But one category of yachtsman is virtually excluded from spending his time and money along the waterfront. He is the owner of a mega-yacht over 50-metres long, and he suffers from French laws which make it compulsory for vessels over 50m (165 ft) to take a pilot to enter Villefranche Bay. Pre-war there were very few mega-yachts, and the race to 50 metres was “won” only in the Eighties. Pilots for Villefranche come from Nice, and close-quarters manoeuvring in Nice Port may well justify a pilot onboard the larger ships. But the huge Bay of Villefranche is much easier, yachts are very manoeuvrable and their captains usually excellent ship-handlers. Cargo ships are used to waiting for a pilot, but a busy charter yacht may suddenly have a last-minute demand from the guests to dine ashore at La Mère Germaine or elsewhere. Guests who have paid a very large charter fee do not appreciate the captain telling them that a pilot is needed but not instantly available – they want to move NOW. The expense of the pilot is not an issue – it is the unavailability of a service they could enjoy if their yacht were smaller. No wonder so many large yachts declare their overall length to be 49.9m!
According to Boat International, worldwide there are some 620 yachts over 50 metres, with another 55 under construction. Of these (from the 180m giga-yachts Azzam and Eclipse down) 95% will sometime cruise our coast, which is very short of berthing space for them particularly in the summer cruise liner and ferry season; they will regret missing out on Villefranche. Meanwhile the other losers are the town’s restaurateurs, bars, taxis and shops, much of the business going to Beaulieu and St-Jean-Cap-Ferrat, accessible by tender from the open roadstead between these towns. Even here restrictions are placed on them, mainly by ecologists, such as wanting to forbid anchoring in less than 35 metres of water, to protect the Posidonia sea-grass. Garbage and waste liquids may of course not be dumped overboard; the port of Beaulieu charges €30 per boatload of rubbish (SJCF is €20). The French Coastguard Semaphore on Cap-Ferrat is supposed to accord permission for vessels over 1600 tons to anchor, but there is little enforcement by the patrol boats of the Douanes, Affaires Maritimes, Police Municipale or gendarmerie.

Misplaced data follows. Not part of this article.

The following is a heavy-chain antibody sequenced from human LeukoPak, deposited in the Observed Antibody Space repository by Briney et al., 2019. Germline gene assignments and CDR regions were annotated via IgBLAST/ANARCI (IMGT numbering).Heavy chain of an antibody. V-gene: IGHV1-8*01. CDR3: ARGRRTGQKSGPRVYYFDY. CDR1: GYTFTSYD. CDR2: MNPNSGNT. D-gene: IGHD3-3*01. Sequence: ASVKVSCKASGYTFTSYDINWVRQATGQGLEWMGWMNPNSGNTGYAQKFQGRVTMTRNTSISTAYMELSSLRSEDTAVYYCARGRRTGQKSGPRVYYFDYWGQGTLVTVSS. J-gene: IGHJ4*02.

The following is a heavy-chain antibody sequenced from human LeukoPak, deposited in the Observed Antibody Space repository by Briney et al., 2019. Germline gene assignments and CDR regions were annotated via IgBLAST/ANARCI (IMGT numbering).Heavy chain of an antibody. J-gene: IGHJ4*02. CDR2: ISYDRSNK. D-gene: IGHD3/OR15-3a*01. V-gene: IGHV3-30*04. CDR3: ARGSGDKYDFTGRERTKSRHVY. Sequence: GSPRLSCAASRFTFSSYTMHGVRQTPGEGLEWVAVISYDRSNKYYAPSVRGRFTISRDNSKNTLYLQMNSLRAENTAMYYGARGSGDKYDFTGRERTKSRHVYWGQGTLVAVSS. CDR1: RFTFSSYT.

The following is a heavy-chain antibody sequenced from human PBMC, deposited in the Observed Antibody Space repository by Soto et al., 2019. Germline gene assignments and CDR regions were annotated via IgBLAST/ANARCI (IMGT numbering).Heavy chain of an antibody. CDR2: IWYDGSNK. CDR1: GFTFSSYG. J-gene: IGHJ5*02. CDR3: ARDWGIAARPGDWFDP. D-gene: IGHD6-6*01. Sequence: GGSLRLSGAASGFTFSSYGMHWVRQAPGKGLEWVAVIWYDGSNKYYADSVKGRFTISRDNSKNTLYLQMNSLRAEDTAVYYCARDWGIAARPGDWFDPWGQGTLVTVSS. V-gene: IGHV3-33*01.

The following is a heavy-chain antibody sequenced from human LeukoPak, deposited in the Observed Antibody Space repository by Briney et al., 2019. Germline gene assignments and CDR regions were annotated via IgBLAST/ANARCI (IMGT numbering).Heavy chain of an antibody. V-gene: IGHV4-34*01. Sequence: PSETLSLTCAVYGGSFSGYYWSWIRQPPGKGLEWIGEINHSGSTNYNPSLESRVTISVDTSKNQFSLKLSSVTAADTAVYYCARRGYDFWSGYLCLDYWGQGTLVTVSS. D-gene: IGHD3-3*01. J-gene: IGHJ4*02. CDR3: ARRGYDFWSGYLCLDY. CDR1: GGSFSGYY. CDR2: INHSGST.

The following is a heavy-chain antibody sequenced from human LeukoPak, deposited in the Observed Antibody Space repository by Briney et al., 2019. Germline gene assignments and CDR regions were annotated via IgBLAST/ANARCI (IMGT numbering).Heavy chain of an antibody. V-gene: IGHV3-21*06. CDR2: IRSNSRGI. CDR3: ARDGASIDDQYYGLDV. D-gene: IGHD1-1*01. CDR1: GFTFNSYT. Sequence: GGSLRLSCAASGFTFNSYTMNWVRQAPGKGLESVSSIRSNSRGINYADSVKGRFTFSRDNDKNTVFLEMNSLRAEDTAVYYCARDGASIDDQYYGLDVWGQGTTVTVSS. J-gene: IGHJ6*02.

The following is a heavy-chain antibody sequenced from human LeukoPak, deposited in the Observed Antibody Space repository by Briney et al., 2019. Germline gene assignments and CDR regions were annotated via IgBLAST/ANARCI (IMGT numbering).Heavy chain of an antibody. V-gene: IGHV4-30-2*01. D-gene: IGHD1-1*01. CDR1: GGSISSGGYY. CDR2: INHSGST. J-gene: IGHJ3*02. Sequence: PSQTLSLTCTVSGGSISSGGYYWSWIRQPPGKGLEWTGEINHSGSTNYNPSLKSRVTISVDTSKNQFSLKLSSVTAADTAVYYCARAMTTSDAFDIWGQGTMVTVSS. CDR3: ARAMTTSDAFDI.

One reason for going yachting is to escape the increasing number and complexity of restrictions affecting us all ashore; professional crew of the big yachts have the burden of compliance with all the new regulations, yet their main brief from their paymasters is to make sure the owners and guests have fun, here in the sun!